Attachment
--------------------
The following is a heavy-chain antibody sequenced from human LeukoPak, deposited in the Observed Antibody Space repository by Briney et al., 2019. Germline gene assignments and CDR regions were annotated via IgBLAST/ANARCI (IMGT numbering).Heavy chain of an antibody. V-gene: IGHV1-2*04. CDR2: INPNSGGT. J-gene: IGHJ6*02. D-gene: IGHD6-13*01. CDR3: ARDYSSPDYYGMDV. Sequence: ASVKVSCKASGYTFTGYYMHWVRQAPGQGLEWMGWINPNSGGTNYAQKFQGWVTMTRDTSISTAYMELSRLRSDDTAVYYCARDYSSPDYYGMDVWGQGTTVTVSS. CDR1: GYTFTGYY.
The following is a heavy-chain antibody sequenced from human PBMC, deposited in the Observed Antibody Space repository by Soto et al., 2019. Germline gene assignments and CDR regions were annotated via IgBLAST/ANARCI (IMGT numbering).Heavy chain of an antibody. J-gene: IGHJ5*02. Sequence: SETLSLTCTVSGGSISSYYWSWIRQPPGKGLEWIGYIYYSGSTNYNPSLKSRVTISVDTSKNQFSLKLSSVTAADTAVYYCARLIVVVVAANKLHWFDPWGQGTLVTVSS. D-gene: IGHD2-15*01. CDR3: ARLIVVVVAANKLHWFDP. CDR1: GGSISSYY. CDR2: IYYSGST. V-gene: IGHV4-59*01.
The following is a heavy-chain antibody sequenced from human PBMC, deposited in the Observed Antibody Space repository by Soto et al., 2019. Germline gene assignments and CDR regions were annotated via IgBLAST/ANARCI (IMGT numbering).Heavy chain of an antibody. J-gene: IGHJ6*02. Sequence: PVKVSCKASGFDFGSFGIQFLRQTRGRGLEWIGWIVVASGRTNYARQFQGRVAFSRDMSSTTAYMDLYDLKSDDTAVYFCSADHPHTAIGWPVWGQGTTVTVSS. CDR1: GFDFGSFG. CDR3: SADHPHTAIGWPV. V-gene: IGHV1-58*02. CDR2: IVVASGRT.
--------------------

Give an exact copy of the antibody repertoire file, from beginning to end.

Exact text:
The following is a heavy-chain antibody sequenced from human LeukoPak, deposited in the Observed Antibody Space repository by Briney et al., 2019. Germline gene assignments and CDR regions were annotated via IgBLAST/ANARCI (IMGT numbering).Heavy chain of an antibody. V-gene: IGHV1-2*04. CDR2: INPNSGGT. J-gene: IGHJ6*02. D-gene: IGHD6-13*01. CDR3: ARDYSSPDYYGMDV. Sequence: ASVKVSCKASGYTFTGYYMHWVRQAPGQGLEWMGWINPNSGGTNYAQKFQGWVTMTRDTSISTAYMELSRLRSDDTAVYYCARDYSSPDYYGMDVWGQGTTVTVSS. CDR1: GYTFTGYY.
The following is a heavy-chain antibody sequenced from human PBMC, deposited in the Observed Antibody Space repository by Soto et al., 2019. Germline gene assignments and CDR regions were annotated via IgBLAST/ANARCI (IMGT numbering).Heavy chain of an antibody. J-gene: IGHJ5*02. Sequence: SETLSLTCTVSGGSISSYYWSWIRQPPGKGLEWIGYIYYSGSTNYNPSLKSRVTISVDTSKNQFSLKLSSVTAADTAVYYCARLIVVVVAANKLHWFDPWGQGTLVTVSS. D-gene: IGHD2-15*01. CDR3: ARLIVVVVAANKLHWFDP. CDR1: GGSISSYY. CDR2: IYYSGST. V-gene: IGHV4-59*01.
The following is a heavy-chain antibody sequenced from human PBMC, deposited in the Observed Antibody Space repository by Soto et al., 2019. Germline gene assignments and CDR regions were annotated via IgBLAST/ANARCI (IMGT numbering).Heavy chain of an antibody. J-gene: IGHJ6*02. Sequence: PVKVSCKASGFDFGSFGIQFLRQTRGRGLEWIGWIVVASGRTNYARQFQGRVAFSRDMSSTTAYMDLYDLKSDDTAVYFCSADHPHTAIGWPVWGQGTTVTVSS. CDR1: GFDFGSFG. CDR3: SADHPHTAIGWPV. V-gene: IGHV1-58*02. CDR2: IVVASGRT.